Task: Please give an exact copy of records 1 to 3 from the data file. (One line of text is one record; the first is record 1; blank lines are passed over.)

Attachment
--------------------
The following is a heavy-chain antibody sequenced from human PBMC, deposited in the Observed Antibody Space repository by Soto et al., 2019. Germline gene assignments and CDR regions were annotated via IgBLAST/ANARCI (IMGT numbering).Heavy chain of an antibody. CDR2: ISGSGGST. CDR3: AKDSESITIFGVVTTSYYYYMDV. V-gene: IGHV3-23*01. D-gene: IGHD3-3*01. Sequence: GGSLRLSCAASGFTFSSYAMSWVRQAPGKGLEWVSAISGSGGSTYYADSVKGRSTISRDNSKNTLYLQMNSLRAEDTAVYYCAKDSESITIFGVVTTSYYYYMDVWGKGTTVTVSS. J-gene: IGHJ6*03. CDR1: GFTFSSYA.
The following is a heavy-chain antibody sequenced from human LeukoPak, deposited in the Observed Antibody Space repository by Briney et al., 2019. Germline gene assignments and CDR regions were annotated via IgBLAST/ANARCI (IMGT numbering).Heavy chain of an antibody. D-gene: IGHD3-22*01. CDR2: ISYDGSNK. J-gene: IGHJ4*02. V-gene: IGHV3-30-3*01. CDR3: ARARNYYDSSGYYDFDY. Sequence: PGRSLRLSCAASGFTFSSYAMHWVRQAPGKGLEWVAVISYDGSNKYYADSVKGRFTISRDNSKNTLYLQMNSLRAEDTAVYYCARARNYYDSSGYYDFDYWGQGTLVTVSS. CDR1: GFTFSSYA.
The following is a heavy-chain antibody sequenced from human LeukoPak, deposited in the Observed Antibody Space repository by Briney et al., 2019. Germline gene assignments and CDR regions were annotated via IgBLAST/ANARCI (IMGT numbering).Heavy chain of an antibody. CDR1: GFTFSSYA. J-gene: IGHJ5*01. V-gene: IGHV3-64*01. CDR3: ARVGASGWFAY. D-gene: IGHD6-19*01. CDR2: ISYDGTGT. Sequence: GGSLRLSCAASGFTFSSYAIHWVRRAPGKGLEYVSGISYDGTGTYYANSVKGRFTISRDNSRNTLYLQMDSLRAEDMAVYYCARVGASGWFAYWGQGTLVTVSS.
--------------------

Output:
The following is a heavy-chain antibody sequenced from human PBMC, deposited in the Observed Antibody Space repository by Soto et al., 2019. Germline gene assignments and CDR regions were annotated via IgBLAST/ANARCI (IMGT numbering).Heavy chain of an antibody. CDR2: ISGSGGST. CDR3: AKDSESITIFGVVTTSYYYYMDV. V-gene: IGHV3-23*01. D-gene: IGHD3-3*01. Sequence: GGSLRLSCAASGFTFSSYAMSWVRQAPGKGLEWVSAISGSGGSTYYADSVKGRSTISRDNSKNTLYLQMNSLRAEDTAVYYCAKDSESITIFGVVTTSYYYYMDVWGKGTTVTVSS. J-gene: IGHJ6*03. CDR1: GFTFSSYA.
The following is a heavy-chain antibody sequenced from human LeukoPak, deposited in the Observed Antibody Space repository by Briney et al., 2019. Germline gene assignments and CDR regions were annotated via IgBLAST/ANARCI (IMGT numbering).Heavy chain of an antibody. D-gene: IGHD3-22*01. CDR2: ISYDGSNK. J-gene: IGHJ4*02. V-gene: IGHV3-30-3*01. CDR3: ARARNYYDSSGYYDFDY. Sequence: PGRSLRLSCAASGFTFSSYAMHWVRQAPGKGLEWVAVISYDGSNKYYADSVKGRFTISRDNSKNTLYLQMNSLRAEDTAVYYCARARNYYDSSGYYDFDYWGQGTLVTVSS. CDR1: GFTFSSYA.
The following is a heavy-chain antibody sequenced from human LeukoPak, deposited in the Observed Antibody Space repository by Briney et al., 2019. Germline gene assignments and CDR regions were annotated via IgBLAST/ANARCI (IMGT numbering).Heavy chain of an antibody. CDR1: GFTFSSYA. J-gene: IGHJ5*01. V-gene: IGHV3-64*01. CDR3: ARVGASGWFAY. D-gene: IGHD6-19*01. CDR2: ISYDGTGT. Sequence: GGSLRLSCAASGFTFSSYAIHWVRRAPGKGLEYVSGISYDGTGTYYANSVKGRFTISRDNSRNTLYLQMDSLRAEDMAVYYCARVGASGWFAYWGQGTLVTVSS.